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5-Hour Energy's Lobbying Needs a Boost

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Blumenthal wants the Food and Drug Administration to increase oversight of energy drinks.

Makers of caffeinated energy drinks are squarely in the cross hairs of two senators. But even as Richard J. Durbin of Illinois and Richard Blumenthal of Connecticut finally have the ear of the Food and Drug Administration, 5-Hour Energy continues to be sold right under their noses at a Senate coffee shop as a pick-me-up for congressional staffers and the lobbyists who woo them.

Despite the ubiquity of such energy boosters, the makers of 5-Hour Energy have been caught flat-footed on the lobbying front by Democrats Durbin and Blumenthal as they make an example of them on the Senate floor, demanding stronger regulations of energy drinks amid reports that 18 deaths and more than 100 health incidents have been associated with consumption of the products since 2004.

Companies such as Red Bull North America and Monster Beverage Corp. have relied on trade associations to convince lawmakers that their products are safe. But 5-Hour Energy — the most jacked-up product of them all — does not have a registered lobbyist and has not joined any industry groups. The company seems to have shunned official Washington, relying instead on its omnipresence in stores, aggressive marketing and D.C.’s penchant for late nights.

“We’re just not set up like that here with a government affairs person,” said Elaine Lutz, a spokeswoman for 5-Hour Energy, which is made by the Michigan based-Living Essentials, a private company that reportedly has annual revenue of $1 billion.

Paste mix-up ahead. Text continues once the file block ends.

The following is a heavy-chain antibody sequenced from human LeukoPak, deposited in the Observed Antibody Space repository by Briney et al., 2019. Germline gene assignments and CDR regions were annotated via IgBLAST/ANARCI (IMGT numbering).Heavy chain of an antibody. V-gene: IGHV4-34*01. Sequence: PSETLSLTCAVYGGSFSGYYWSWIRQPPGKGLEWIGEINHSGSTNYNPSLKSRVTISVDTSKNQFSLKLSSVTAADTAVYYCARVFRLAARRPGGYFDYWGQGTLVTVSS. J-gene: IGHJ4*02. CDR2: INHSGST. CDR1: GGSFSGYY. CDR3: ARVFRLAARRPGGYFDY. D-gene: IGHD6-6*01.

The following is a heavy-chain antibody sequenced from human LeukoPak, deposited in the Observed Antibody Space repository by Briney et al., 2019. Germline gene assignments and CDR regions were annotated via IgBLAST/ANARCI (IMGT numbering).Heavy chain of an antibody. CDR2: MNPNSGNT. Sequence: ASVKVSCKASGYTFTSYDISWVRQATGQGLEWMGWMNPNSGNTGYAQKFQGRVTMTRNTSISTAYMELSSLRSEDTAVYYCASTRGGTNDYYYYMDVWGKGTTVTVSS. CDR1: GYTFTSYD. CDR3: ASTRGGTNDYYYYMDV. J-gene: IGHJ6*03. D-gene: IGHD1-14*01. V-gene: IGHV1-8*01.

In a Nov. 21 response to the two senators released this week, the FDA said it will consider new labeling requirements and health warnings related to such products. “Depending on the outcome of our ongoing review of the safety of ‘energy drinks,’ which includes caffeine alone and in combination with other ingredients, we will take action as needed with respect to the levels of caffeine in these products,” wrote Michele Mital, the acting associate commissioner for legislation at the FDA.

The FDA’s letter, however, took some pressure to elicit. Durbin and Blumenthal sent four letters to the agency in 2012. A Durbin aide said the senators found the original response insufficient, leading to the follow-ups.

Less than a decade ago, the American Herbal Products Association, which represents Monster Beverage Co., lost a battle to protect products containing ephedra. But Michael McGuffin, the group’s president, said caffeine, which is consumed daily by millions of Americans, is different.

“That affects the politics,” he said. “It is highly unlikely that the regulatory approach or the legislative approach to a stimulant that we use every day is going to mirror the stimulant that we don’t.” The AHPA has spent $30,000 lobbying this year.

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